5. Hu W., Feng Z (co-first author) , Teresky AK., Levine AJ. p53 regulates maternal reproduction through LIF. Nature ; 2007; 450 (7170): 721-724.
  6. Feng Z. , Hu W., de Stanchina E., Teresky A.K., Jin S., Lowe S., Levine A.J. The regulation of AMPK b 1, TSC 2 and PTEN expression by p53: Stress, cell and tissue specificity and the role of these gene products in modulating the IGF-1-AKT-mTOR pathways. Cancer Res., 2007; 67(7):3043-3053 .
  7. Hu W., Feng Z. , Ma L., Wagner J., Rice J.J., Stolovitzky G., Levine, A.J. A single nucleotide polymorphism in the Mdm2 gene disrupts the oscillation of p53 and Mdm2 levels in cells . Cancer Res., 2007; 67: 2757-2765 .
  8. Levine A.J., Hu W., Feng Z. , Gil G. Reconstructing Signal Transduction Pathways: Challenges and Opportunities. Ann N Y Acad Sci. 2007; 1115:32-50.
  9. Levine A.J., Hu W., Feng Z . The p53 pathway: what questions remain to be explored? Cell Death Differ. 2006; 13:1027-1036.
  10. Feng Z. , Jin S., Zupnick A., Hoh J., de Stanchina E., Lowe S.W, Prives C, Levine A.J. p53 Tumor Suppressor Protein Regulates the Levels of Huntingtin Gene Expression. Oncogene, 2006 ; 25:1-7.
  11. Levine A.J., Feng Z. , Mak T.W., You H., Jin S. Coordination and Communication between the p53 and IGF1-AKT-Tor signal transduction pathways. Genes & Development, 2006; 20:267-275.
  12. Feng Z. , Hu W., Yu H., Tang M.S. Acrolein is a major cigarette-related lung cancer agent: preferential binding at p53 mutational hotspots and inhibition of DNA repair. Proc Natl Acad Sci U S A, 2006;103:15404-15409.
  13. Feng Z. , Hu W., Marnett L.J., Tang M.S. Malondialdehyde, a major endogenous lipid peroxidation product, sensitizes human cells to UV- and BPDE-induced killing and mutagenesis through inhibition of nucleotide excision repair. Mutat. Res. 2006; 601:125-136.
  14. Feng Z. , Zhang H., Levine A.J., Jin S. The coordinate regulation of the p53 and mTOR pathways in cells. Proc Natl Acad Sci U S A, 2005;102:8204-8209.
  15. Harris, S.L., Gil, G., Hu, W., Robins, H., Bond, E., Hirshfield, K., Feng, Z., Yu, X., Teresky, A.K., Bond, G., Levine, A.J. Single-nucleotide polymorphisms in the p53 pathway. Cold Spring Harb Symp Quant Biol . 2005; 70 : 111-119.
  16. Feng Z. , Hu W., Tang M.S. Trans-4-hydroxy-2-nonenal inhibits nucleotide excision repair in human cells: a possible mechanism for lipid peroxidation-induced carcinogenesis. Proc Natl Acad Sci U S A, 2004 ; 101:8598-8602.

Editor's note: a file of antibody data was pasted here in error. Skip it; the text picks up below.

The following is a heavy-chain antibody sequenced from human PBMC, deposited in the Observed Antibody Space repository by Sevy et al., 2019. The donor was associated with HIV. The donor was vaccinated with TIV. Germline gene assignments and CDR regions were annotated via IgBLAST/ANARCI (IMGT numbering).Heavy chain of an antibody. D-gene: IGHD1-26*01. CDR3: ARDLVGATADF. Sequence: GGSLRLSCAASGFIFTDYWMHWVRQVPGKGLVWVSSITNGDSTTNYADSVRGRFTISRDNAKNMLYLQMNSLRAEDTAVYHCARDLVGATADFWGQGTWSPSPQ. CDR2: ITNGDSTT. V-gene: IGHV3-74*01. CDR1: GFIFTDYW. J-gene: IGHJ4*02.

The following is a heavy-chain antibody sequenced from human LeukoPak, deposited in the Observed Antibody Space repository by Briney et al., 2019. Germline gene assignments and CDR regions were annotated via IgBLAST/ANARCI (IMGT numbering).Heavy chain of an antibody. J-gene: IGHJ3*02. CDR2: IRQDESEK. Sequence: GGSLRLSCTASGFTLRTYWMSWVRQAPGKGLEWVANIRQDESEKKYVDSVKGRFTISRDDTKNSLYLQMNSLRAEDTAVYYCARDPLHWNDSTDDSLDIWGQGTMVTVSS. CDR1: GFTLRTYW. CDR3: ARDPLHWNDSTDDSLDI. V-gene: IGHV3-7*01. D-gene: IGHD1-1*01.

17. Zhang X., Succi J., Feng Z. , Prithivirajsingh S., Story M.D., Legerski R.J. Artemis is a phosphorylation target of ATM and ATR and is involved in the G2/M DNA damage checkpoint response. Mol Cell Biol., 2004; 24: 9207-9220.
  18. Hu W., Feng Z. , Tang M.S. Chromium(VI) enhances (+/-)-anti-7beta,8alpha-dihydroxy-9alpha,10alpha-epoxy-7,8,9,10-tetrahydrobenzo[a]pyrene-induced cytotoxicity and mutagenicity in mammalian cells through its inhibitory effect on nucleotide excision repair. Biochemistry, 2004; 43:14282-14298.
  19. Hu W., Feng Z. , Tang M.S. Nickel (II) enhances benzo[a]pyrene diol epoxide-induced mutagenesis through inhibition of nucleotide excision repair in human cells: a possible mechanism for nickel (II)-induced carcinogenesis. Carcinogenesis, 2004; 25:455-462.
  20. Yoon J.H., Besaratinia A., Feng Z. , Tang M.S., Amin S., Luch A., Pfeifer G.P. DNA damage, repair, and mutation induction by (+)-Syn and (-)-anti-dibenzo[a,1]pyrene-11,12-diol-13,14-epoxides in mouse cells. Cancer Res. , 2004; 15:7321-7328.
  21. Feng Z. , Hu W., Chasin L.A., Tang M.S. Effects of genomic context and chromatin structure on transcription-coupled and global genomic repair in mammalian cells. Nucleic Acids Res, 2003; 31:5897-5906.
  22. Li J., Chen H., Ke Q., Feng Z. , Tang M.S., Liu B., Amin S., Costa M., Huang C. Differential effects of polycyclic aromatic hydrocarbons on transactivation of AP-1 and NF-kappaB in mouse epidermal cl41 cells. Mol. Carcinog., 2004; 40:104-115.
  23. Feng Z. , Hu W., Amin S., Tang M.S. Mutational spectrum and genotoxicity of the major lipid peroxidation product, trans-4-hydroxy-2-nonenal, induced DNA adducts in nucleotide excision repair-proficient and –deficient human cells. Biochemistry, 2003; 42 :7848-7854.
  24. Feng Z. , Hu W., Rom W., Costa M., Tang M.S. Chromium(VI) exposure enhances polycyclic aromatic hydrocarbon- DNA binding at the p53 gene in human lung cells. Carcinogenesis , 2003; 24:771-778.
  25. Hu W., Feng Z. , Tang M.S. Preferential carcinogen- DNA adduct formation at codons 12 and 14 in the human K-ras gene and their possible mechanisms. Biochemistry, 2003; 42:10012-10023.
  26. Hu W., Zhang Q., Su W.C., Feng Z. , Rom W., Chen L.C., Tang M.S., Huang X. Gene expression of primary human bronchial epithelial cells in response to coal dusts with different prevalence of coal workers' pneumoconiosis. J Toxicol Environ Health A, 2003; 66:1249-1265.